Saudi police detained a young woman for violating modesty rules after she removed her abaya, the loose-fitting, full-length robes women are required to wear, on a main street in the capital Riyadh, local media reported on Monday.

The conservative Muslim country enforces a strict dress code for women in public, bans them from driving and prohibits the mixing of sexes.

Read the Full Article: Source – Reuters
Time For Truth: (Reuters) – Saudi police detain young woman for removing abaya - media

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Saudi Arabia is poised to launch its first ever international bond sale on Wednesday as the kingdom turns to debt markets to help ease a fiscal squeeze from the two-year slump in oil prices.

Banks connected to the sale said the Saudis are due to conclude a transatlantic roadshow on Tuesday for the dollar-denominated bond — one of the most eagerly awaited issues this year — after which they will release initial price guidance.

Read the Full Article: Source – CNBC
Time For Truth: (CNBC) – Saudis set to launch first international bond sale on Wednesday

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Barack Obama will on Friday veto legislation allowing 9/11 victims to sue Saudi Arabia, risking public outrage and the first congressional override of his presidency.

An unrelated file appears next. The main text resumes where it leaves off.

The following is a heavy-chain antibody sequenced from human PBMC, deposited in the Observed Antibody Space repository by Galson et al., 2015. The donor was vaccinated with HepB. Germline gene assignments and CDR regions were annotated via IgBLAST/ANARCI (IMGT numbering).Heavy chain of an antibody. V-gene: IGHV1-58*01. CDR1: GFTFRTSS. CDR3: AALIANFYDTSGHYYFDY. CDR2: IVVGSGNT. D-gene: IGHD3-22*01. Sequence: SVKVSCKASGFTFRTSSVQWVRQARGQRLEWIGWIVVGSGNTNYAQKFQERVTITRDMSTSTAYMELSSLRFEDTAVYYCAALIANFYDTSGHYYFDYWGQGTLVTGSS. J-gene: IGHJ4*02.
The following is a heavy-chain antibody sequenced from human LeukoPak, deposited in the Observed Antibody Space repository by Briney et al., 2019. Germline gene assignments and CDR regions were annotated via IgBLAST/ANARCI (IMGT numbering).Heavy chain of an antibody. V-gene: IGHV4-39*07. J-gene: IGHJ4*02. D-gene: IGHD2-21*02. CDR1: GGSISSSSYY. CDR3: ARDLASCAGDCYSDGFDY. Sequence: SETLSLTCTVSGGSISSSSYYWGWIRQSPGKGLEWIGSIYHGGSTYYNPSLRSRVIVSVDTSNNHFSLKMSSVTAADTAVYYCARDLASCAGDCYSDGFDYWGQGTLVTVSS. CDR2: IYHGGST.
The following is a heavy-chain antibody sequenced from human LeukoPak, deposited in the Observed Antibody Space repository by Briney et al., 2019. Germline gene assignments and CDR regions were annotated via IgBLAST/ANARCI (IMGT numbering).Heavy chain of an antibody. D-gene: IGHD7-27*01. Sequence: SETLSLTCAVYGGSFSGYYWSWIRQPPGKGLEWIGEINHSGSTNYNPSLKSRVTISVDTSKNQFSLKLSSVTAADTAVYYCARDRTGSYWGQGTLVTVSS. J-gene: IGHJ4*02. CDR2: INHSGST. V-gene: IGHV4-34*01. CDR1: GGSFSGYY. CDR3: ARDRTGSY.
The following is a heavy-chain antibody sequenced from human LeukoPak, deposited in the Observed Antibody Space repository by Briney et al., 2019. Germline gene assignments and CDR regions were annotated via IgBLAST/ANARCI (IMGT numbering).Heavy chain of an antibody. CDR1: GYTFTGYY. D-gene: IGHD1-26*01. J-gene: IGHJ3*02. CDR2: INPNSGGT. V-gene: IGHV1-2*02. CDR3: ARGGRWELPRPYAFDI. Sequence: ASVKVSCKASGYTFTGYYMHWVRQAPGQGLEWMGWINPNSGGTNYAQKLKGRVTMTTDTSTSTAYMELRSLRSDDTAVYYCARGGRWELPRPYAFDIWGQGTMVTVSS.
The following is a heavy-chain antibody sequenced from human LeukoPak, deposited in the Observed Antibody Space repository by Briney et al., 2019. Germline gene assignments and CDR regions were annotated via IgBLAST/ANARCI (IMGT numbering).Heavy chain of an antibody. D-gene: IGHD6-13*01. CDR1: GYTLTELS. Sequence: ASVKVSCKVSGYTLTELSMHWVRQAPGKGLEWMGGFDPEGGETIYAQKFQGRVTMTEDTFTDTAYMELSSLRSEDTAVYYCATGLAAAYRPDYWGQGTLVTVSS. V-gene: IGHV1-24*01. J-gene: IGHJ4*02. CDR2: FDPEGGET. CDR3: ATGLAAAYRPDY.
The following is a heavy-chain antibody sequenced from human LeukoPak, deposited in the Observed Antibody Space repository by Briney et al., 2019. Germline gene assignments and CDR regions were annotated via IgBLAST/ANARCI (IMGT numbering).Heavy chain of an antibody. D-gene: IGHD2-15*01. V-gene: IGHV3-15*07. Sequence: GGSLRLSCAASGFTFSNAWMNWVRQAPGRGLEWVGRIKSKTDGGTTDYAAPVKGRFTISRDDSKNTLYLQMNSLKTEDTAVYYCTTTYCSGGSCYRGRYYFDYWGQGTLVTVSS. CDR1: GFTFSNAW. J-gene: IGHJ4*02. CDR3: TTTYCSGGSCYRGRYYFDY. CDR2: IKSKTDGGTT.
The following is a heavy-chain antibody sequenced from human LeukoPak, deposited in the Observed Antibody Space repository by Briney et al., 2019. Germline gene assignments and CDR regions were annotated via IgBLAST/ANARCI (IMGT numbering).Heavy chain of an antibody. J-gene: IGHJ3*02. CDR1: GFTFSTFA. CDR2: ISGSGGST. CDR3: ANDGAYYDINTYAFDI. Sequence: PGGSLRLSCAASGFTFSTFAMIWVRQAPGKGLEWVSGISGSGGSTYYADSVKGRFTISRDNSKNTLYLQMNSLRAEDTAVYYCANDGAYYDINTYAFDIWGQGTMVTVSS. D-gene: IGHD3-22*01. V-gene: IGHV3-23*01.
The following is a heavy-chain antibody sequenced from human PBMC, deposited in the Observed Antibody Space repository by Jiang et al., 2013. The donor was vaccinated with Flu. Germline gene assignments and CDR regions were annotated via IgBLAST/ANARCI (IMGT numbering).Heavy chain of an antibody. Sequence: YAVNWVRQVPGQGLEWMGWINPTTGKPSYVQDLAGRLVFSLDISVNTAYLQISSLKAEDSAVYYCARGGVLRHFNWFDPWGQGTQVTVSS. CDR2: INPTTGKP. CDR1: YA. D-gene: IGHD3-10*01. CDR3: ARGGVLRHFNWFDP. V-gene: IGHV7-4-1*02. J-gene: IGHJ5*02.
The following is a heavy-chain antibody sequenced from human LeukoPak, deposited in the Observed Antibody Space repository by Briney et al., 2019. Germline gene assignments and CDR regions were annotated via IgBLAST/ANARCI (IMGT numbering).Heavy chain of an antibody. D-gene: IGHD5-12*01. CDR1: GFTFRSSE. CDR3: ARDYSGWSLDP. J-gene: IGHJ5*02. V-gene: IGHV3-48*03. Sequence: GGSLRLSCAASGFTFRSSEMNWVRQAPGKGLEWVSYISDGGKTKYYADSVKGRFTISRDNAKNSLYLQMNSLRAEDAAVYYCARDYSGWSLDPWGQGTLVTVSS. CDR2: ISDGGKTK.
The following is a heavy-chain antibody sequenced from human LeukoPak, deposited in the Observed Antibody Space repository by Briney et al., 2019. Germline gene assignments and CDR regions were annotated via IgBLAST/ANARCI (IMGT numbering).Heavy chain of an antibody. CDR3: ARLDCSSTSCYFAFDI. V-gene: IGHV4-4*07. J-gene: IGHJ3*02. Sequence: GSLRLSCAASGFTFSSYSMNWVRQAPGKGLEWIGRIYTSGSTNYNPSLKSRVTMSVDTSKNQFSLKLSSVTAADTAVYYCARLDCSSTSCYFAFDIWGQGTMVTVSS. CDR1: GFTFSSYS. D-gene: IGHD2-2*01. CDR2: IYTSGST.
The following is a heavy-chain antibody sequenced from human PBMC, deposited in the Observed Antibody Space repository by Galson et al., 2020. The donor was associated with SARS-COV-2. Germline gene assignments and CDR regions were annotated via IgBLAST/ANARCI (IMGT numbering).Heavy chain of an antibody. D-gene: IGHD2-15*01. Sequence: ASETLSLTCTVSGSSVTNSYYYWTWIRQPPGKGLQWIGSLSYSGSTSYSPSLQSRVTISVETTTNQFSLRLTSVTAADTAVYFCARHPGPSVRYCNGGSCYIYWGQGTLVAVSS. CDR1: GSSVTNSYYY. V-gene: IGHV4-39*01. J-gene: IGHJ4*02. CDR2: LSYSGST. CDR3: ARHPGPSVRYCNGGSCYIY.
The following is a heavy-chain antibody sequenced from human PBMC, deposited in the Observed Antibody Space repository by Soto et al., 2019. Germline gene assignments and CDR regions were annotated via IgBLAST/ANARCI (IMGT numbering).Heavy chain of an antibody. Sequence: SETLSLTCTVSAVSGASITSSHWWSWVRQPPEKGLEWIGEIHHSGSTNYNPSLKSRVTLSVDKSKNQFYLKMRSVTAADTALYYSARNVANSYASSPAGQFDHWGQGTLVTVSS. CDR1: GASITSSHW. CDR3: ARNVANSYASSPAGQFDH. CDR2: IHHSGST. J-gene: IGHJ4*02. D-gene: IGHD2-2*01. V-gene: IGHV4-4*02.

The White House confirmed Thursday that Obama would veto the legislation — unanimously passed by Congress — allowing 9/11 families to launch civil suits against Riyadh.

Read the Full Article: Source – Yahoo News
Time For Truth: (Yahoo News) – Obama set to veto 9/11 victims' bid to sue Saudis

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A Saudi man was arrested after he shot a male obstetrician, arguing that he had no right to assist his wife’s delivery and that a woman gynecologist should have been around.

Dr Muhannad Al Zabn, who has a Jordanian father and a Saudi mother, delivered the baby one month ago at the King Fahad Medical City in the Saudi capital Riyadh.

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As the cold war between Iran and Saudi Arabia heats up, the Barack Obama administration is trying to straddle the fence and not take sides, but its actions tell a different story — they all seem to favor Tehran.

Following the Saudi government’s announcement Saturday that it had executed 47 prisoners, including a popular Shiite cleric, the U.S. State Department did two things. First, it issued a statement expressing concern that Riyadh’s actions were “exacerbating sectarian tensions.” Then Secretary of State John Kerry called Iranian Foreign Minister Javad Zarif, urging him to try to de-escalate the crisis.

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